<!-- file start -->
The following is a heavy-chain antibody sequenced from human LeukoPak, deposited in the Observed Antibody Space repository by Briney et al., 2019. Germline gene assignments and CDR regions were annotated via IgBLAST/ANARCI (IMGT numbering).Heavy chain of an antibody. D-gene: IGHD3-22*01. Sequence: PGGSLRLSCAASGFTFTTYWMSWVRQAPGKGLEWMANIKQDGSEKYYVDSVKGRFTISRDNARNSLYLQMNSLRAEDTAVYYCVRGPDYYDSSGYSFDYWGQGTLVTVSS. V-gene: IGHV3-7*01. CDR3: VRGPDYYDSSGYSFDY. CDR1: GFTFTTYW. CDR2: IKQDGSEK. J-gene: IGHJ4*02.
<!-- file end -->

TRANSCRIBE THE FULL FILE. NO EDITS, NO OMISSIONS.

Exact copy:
The following is a heavy-chain antibody sequenced from human LeukoPak, deposited in the Observed Antibody Space repository by Briney et al., 2019. Germline gene assignments and CDR regions were annotated via IgBLAST/ANARCI (IMGT numbering).Heavy chain of an antibody. D-gene: IGHD3-22*01. Sequence: PGGSLRLSCAASGFTFTTYWMSWVRQAPGKGLEWMANIKQDGSEKYYVDSVKGRFTISRDNARNSLYLQMNSLRAEDTAVYYCVRGPDYYDSSGYSFDYWGQGTLVTVSS. V-gene: IGHV3-7*01. CDR3: VRGPDYYDSSGYSFDY. CDR1: GFTFTTYW. CDR2: IKQDGSEK. J-gene: IGHJ4*02.